Yep (even when baby can put it back in on his own)
Many parents, even those who are well-Googled on the issue of sleep props, express to me that they feel a pacifier (or “soother”) is not a sleep prop. Why? Because their baby is old enough to have mastered replacing the soother when he wakes and notices it’s fallen out.
So, why do I still consider a pacifier a sleep prop, even when baby can pop it back in on his own? Because a soother still keeps your little one from learning how to fall asleep independently. And, very commonly, I see parents run into problems with soothers at some point, even when the soother has “worked” for quite some time.
The scenario: It’s 2 a.m., and baby wakes. You sleepily glance at the video monitor and notice him looking around for his pacifier, but are not concerned as he always finds it and heads back to dreamland within a minute or two. But then, a few minutes pass. Baby is getting frustrated and upset. Finally the pacifier is found but… wait… why isn’t he putting it back in? Why is he now standing up and yelling? This is not what 2 a.m. looks like in our house!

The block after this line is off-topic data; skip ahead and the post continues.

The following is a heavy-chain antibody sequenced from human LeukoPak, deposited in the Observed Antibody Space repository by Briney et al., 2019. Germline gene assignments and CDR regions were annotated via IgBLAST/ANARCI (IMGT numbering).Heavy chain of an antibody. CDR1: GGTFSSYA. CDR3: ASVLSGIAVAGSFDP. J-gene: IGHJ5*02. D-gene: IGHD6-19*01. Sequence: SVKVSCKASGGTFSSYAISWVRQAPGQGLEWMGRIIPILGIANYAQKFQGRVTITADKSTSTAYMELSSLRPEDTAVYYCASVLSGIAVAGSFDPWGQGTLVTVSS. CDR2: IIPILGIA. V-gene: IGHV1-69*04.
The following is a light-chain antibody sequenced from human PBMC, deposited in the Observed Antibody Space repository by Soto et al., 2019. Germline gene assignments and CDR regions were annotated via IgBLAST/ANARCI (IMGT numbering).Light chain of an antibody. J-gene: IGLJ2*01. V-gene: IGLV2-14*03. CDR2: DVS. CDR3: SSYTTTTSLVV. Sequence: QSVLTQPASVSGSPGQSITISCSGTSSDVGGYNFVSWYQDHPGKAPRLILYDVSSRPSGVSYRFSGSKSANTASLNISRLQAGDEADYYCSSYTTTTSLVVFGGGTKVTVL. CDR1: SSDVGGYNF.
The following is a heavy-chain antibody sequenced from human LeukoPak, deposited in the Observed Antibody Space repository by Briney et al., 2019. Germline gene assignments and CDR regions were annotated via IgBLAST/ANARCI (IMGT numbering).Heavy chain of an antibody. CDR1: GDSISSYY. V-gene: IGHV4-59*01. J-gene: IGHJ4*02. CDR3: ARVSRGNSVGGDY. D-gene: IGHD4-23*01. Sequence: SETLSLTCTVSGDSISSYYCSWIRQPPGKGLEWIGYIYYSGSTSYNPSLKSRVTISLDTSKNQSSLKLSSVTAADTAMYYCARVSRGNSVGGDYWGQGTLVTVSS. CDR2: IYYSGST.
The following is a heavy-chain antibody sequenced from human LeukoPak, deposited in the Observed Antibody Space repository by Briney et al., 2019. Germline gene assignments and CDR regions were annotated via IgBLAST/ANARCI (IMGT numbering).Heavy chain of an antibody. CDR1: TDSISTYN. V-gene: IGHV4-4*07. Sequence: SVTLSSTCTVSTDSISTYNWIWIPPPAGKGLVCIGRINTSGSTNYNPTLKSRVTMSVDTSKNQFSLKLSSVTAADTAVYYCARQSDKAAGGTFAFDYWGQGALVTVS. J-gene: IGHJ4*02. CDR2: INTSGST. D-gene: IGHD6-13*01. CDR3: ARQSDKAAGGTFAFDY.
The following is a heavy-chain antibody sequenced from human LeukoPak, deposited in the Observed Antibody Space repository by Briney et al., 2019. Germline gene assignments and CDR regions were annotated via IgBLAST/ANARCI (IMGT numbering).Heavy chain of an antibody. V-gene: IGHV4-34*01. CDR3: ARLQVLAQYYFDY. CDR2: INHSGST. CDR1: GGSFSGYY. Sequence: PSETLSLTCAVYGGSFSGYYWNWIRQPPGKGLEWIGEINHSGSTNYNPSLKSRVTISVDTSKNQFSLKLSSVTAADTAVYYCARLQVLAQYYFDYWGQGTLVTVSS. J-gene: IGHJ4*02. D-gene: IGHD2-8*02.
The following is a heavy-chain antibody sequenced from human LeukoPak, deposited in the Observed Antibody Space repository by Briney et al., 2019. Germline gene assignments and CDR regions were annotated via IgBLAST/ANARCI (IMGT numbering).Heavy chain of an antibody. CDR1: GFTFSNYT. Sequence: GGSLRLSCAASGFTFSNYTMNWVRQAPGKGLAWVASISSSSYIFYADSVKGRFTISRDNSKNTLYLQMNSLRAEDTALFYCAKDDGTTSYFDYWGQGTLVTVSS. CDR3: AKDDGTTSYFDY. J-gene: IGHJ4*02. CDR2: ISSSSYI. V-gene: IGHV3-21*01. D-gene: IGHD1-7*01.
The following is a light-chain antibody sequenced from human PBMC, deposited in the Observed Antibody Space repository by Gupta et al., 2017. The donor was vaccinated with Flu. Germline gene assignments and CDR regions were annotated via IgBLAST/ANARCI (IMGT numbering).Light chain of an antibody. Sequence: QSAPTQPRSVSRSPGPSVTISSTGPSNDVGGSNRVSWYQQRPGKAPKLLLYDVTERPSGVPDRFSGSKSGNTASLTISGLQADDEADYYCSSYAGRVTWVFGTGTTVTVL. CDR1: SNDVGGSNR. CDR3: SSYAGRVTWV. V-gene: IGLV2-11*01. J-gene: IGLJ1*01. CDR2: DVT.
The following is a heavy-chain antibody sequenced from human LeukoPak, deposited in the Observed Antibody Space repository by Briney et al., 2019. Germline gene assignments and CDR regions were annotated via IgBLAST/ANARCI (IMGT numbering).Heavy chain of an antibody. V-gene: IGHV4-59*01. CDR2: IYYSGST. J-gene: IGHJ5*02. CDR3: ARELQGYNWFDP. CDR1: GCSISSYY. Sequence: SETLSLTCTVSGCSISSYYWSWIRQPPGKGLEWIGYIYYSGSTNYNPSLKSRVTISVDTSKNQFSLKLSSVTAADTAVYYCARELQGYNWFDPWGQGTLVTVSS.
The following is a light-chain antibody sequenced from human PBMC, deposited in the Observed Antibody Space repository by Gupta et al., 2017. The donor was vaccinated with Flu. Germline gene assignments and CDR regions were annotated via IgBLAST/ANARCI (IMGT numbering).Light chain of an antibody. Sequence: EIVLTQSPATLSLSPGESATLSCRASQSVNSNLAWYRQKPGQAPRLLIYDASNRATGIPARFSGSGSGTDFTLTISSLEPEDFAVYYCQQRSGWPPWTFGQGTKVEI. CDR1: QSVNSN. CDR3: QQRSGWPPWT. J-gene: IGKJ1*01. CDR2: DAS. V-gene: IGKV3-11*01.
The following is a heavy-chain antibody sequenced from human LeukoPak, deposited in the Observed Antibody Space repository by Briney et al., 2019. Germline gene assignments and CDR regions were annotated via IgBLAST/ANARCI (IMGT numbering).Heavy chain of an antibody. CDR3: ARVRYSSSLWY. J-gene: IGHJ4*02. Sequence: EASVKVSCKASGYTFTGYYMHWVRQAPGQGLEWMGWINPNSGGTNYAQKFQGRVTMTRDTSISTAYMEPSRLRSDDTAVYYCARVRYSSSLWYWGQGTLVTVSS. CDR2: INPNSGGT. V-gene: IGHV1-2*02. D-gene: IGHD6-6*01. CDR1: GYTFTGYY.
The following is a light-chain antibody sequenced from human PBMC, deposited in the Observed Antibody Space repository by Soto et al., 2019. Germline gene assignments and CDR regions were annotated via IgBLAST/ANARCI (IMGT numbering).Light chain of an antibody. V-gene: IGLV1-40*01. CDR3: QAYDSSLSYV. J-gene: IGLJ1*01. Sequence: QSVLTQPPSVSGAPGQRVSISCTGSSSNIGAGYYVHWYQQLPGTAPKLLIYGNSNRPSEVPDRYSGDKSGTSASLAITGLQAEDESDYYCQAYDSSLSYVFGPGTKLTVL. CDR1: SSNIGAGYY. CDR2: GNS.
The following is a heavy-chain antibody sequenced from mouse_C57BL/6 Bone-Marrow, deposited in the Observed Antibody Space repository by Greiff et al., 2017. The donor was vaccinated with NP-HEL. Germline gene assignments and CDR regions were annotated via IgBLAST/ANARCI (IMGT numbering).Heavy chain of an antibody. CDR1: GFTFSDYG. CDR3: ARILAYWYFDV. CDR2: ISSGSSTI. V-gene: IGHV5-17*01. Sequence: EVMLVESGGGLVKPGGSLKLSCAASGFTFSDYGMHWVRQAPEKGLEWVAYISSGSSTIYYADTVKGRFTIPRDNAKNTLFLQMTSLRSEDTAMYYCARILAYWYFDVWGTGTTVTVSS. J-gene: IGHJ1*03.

Often, at some point, the pacifier is not enough. Whether your little one is thrown off by a new sleep environment, teething, or going through a certain milestone, there is usually a point at which a lack of independent sleep skills will cause a big sticking point in your soother-dependent baby’s ability to sleep well through the night. In these situations, a baby who knows how to go both to sleep and back to sleep on his own will generally do so with ease.
Help your baby master independent sleep skills by removing sleep props. Yes, this is easier said than done. But the result is a baby who – even through teething, milestones, and overnight stays at Grandma’s – can go to sleep and back to sleep on his own, without even thinking twice about the pacifier.